Lieutenant Kyle Cregge, U.S. Navy
The data processman (DP). It was combined with the radioman rating to make the information systems technicians, but as cyber increasingly dominates future warfare, we would be better served with sailors focused on excellence in either cyber or physical radio communications.
Robert Swaney, U.S. Navy Veteran
Boatswain’s mate. These sailors do it all: traditional seamanship, ship maintenance, working parties, security, damage control, and gunnery. As a machinist mate, I usually only saw the “chipping and painting” aspect. They really work hard to keep our ships and boats underway.
Naomi Chiba, Pigeoneer
The naval pigeon trainer rating. The Homing Pigeon Service was a backup in the early 1900s in case wireless telegraphy between ships failed. Pigeons may prove useful today if the Navy’s satellite communications go down. I myself am a pigeoneer!
Senior Chief Petty Officer David Larkin, U.S. Coast Guard Reserve (Retired)
Coast Guard port security specialist (PS). This reserve-only rating was split between operations specialist and the new maritime enforcement (ME) rating in 2010. Merged in 1993, PSs were the “gunslingers,” and fire and safety specialists were the “duck scrubbers”—or operations versus marine safety. PSs could do it all.
Commander Jeremiah Ragadio, U.S. Navy
The signalman (SM) rating is sorely missed. While this rating was merged with the quartermaster rating, there is a clear lack of proficiency in flag hoist signals and semaphore. With denied and degraded command-and-control or emission-control environments, flag hoist and semaphore may be the only jam-resistant and resilient communication pathways.
Captain Ray Brown, U.S. Coast Guard (Retired)
Judged four times a day and working in an always steamy environment, accomplishing the impossible in a seaway, the subsistence specialists (cooks) have the most underestimated and morale-critical mission afloat.
Chief Petty Officer Allen Worth, U.S. Navy (Retired)
The interior communications electrician (IC) rating. The IC rating took care of sound-powered phones, plotters, dead-reckoning systems, gyrocompasses, announcing and alarm systems, steering control and indication, and ship-wide television and security systems (to name just a few). No Navy system is straight electronic, mechanical, or pneumatic. It takes a special technician to work on these systems.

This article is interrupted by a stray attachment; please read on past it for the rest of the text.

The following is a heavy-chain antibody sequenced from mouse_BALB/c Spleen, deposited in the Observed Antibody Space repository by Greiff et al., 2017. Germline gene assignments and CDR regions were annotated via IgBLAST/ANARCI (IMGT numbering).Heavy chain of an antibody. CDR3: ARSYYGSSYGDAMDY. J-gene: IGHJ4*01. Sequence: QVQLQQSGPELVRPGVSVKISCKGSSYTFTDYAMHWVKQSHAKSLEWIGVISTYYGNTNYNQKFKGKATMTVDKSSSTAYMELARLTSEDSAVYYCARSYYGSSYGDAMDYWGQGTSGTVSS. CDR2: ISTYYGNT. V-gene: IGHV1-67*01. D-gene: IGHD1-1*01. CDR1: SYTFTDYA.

Lieutenant (junior grade) Alan Orr, U.S. Navy
The machinery repairman (MR) is a heavily undermanned and underutilized rate. When the fleet is pushing for self-sufficiency, manning MR billets could greatly improve the ability for ships to conduct critical repairs themselves as opposed to outsourcing to contractors.
Rear Admiral Terry McKnight, U.S. Navy (Retired)
Please bring back the signalman (SM) rating. My first assignment on board the USS El Paso (LKA-117) was as the communications officer. I learned more from SM1 McVay about the Navy than I did from any instructor at Surface Warfare Officer School. “Romeo at the Dip.”
Commander JD Kristenson, U.S. Navy
The signalman rating. Established in 1921, absorbed into the quartermaster rating in 1948, re-established in 1956, and reabsorbed in 2003. We should consider reviving and rescoping the rating into experts in communication in GPS- and communcations-denied environments.
No matter how deadly a unit’s firepower, it has no effect on the enemy unless that unit can get to the battlefield. Army transporters like to say, “Nothing happens until something moves.” In reality, “Nothing moves until it has fuel in it.” The most underappreciated military occupational specialty is petroleum supply specialist.
It would have to be “Jack o’ Dust.” The predecessor to all the storekeepers and their underappreciated but invaluable tasks to the Naval Service.
Dave Kisor, U.S. Navy Veteran
Coming from aviation, I would say the least appreciated rate was the AE—aviation electrician’s mate, what I was.
Major Hugh Blanchard, U.S. Army (Retired)
As a former Army electronic warfare (EW) officer, my former specialty (35G) should be returned to its original home at the U.S. Army Intelligence Center and School. Following the end of the Cold War, the Army and other services incorrectly concluded that the Red Army’s radio-electronic combat capabilities were no longer a threat, and we could move our intelligence capabilities into an emphasis on imagery intelligence. But the Russian Army has continued its predecessor’s very successful programs of signals intelligence and electronic warfare. Since most of the data that underpins EW derives from intelligence activities, I strongly suggest Army EW be returned to its original home in Army Intelligence and moved away from its current split residence in Fires and Cyber, which have very different doctrinal goals and missions.